If it’s a game and it’s requesting SMS, then you know something’s wrong.
Past News ReleasesRSS
(PRWEB UK) 22 October 2011
Smartphone users are facing a new threat today reports Top Seo Liverpool and according to news security analysts at Kapersky who say they have discovered the very first malware from QR codes, the malware could soon be costing you a fortune without your permission.
QR stands for quick response and is a code growing in popularity across the globe with the US, UK, Japan and Germany being amongst the biggest adopters. Users use a QR code scanner app on their smartphone and the code will take them to a web address. “The rate of usage is growing fast due to the barcode's ability to hold large amounts of data and ability to integrate into marketing media” says Top Seo Liverpool, it helps to serve as a gateway for offline promotions onto digital sources.
As with any new technology however, there are those who would exploit potential users of the technology for their own gains and the QR code it seems is no different. Kapersky has recently reported the first case of a malicious QR code in Russia that sent users who scanned it to a website that automatically downloaded an app called “JimmRussia”.
The app then sent SMS messages to a premium rate telephone number in Russia and charged the unsuspecting mobile phone users a hefty price each time for the privilege.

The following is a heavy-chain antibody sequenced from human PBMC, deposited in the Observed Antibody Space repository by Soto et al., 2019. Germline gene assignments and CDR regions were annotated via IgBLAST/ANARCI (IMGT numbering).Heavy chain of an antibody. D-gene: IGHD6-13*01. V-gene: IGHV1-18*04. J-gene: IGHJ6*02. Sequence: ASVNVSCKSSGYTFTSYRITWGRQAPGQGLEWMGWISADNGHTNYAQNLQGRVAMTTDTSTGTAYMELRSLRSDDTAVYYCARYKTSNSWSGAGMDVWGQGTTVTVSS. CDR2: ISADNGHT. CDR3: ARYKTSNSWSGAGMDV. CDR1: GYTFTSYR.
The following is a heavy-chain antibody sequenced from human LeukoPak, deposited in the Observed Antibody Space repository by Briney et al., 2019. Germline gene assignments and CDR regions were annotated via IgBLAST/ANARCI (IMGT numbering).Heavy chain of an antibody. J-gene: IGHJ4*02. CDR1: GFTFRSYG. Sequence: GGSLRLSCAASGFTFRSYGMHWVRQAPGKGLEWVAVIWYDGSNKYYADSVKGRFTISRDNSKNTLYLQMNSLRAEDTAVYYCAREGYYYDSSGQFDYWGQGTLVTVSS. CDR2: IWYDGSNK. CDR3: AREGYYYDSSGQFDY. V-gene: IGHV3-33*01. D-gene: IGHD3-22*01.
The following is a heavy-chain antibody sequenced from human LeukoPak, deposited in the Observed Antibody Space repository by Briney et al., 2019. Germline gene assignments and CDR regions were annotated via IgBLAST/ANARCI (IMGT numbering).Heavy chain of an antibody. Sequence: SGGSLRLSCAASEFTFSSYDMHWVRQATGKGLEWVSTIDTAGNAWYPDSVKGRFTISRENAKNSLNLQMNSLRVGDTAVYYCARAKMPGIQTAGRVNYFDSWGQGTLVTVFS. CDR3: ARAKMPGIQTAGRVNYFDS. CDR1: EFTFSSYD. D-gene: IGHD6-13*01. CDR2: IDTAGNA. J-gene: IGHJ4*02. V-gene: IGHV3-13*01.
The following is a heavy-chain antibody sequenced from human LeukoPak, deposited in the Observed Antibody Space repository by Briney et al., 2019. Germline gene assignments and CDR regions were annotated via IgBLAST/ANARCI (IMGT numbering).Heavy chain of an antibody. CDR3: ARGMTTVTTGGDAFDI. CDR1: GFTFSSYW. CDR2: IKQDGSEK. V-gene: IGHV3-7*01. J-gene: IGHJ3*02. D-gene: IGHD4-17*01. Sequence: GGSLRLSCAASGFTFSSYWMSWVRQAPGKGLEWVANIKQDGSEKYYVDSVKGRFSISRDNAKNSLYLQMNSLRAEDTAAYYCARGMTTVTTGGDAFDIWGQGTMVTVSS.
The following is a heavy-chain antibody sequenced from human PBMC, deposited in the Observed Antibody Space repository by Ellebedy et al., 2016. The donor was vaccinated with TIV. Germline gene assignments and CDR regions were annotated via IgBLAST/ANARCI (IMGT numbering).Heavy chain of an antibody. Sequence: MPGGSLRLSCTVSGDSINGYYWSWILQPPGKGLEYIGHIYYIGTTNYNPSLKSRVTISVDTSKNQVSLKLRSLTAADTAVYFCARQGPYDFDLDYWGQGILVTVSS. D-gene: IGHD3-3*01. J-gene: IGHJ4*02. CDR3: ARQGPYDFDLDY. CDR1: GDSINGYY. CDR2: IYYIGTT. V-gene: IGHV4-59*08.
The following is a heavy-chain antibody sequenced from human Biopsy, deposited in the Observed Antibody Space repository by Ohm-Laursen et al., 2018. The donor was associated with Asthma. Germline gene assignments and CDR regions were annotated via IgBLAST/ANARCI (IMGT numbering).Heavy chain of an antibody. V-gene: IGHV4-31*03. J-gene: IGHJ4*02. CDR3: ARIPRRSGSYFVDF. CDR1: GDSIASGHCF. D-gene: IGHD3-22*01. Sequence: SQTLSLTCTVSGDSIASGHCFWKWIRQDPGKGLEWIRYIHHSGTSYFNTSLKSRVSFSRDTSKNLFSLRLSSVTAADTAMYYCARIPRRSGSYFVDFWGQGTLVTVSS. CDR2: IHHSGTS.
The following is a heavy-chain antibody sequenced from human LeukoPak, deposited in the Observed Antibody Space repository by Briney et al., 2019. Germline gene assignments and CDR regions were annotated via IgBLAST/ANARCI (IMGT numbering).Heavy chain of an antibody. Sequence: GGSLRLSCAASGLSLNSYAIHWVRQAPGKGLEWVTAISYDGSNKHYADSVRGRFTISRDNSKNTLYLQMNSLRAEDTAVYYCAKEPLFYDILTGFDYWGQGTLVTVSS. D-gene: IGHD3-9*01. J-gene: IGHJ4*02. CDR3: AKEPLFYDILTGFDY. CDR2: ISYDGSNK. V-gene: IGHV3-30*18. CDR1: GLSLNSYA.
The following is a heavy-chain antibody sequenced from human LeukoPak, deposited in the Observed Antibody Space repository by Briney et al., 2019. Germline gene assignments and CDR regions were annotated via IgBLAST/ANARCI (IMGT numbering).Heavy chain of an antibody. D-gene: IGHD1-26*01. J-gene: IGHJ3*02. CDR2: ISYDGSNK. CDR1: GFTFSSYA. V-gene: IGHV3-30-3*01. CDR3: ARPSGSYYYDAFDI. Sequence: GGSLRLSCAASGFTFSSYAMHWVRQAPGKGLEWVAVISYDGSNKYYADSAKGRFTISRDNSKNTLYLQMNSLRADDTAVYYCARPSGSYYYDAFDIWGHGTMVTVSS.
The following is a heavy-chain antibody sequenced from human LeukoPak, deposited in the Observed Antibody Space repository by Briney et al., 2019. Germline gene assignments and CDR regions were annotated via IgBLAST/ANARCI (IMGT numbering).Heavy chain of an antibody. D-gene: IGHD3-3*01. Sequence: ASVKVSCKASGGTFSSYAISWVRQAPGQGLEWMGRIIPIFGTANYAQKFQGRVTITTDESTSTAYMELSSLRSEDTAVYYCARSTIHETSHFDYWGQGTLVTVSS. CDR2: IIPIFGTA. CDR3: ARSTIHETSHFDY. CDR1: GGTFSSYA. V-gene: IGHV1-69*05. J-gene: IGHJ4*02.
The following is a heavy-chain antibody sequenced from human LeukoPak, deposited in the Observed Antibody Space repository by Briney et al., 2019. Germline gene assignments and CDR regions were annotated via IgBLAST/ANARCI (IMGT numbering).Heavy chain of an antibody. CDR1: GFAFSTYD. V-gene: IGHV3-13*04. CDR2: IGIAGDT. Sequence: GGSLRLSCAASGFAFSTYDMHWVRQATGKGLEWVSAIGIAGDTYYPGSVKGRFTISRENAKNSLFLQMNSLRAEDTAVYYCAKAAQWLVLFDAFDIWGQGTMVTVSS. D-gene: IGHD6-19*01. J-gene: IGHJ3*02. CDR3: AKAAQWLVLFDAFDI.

Denis Maslennikov of Kaspersky who first discovered the malware said, “Yes, you scan a QR code with the help of your smartphone and it redirects you to a URL with a malicious file (APK or JAR). Such QR codes exist and are gaining in popularity.” Top Seo Liverpool have created an infographic with data on what countries are adopting the technology the most, who use them and why they are starting to get more attention.
It's a development that could potentially harm the progress of the QR code, especially if end users feel put off by something many still don't yet understand. Not knowing what is hidden within the strange code until it is scanned is something Tim Armstrong , a malware researcher at the company who first discovered the problem says we shouldn't worry too much “If it’s a game and it’s requesting SMS, then you know something’s wrong,” he says. Siciliano, who is a security analyst at Mcafee suggests that brand names could pave the way for using the technology as the codes can't be tampered with once rendered.
Amongst brands already using qr codes are Ford, Kellogg's, Addidas, Starbucks and Calvin Klein. The question many are asking is will QR codes reach a critical point of usability before fears of viruses and malware damage user confidence, before they fully understand how the codes work.
Top Seo Liverpool perform SEO in Liverpool for a multitude of clients and have over 100 page 1 rankings this year. Visit their website to learn more about how they can help your business gain its own attention through the internet and social media.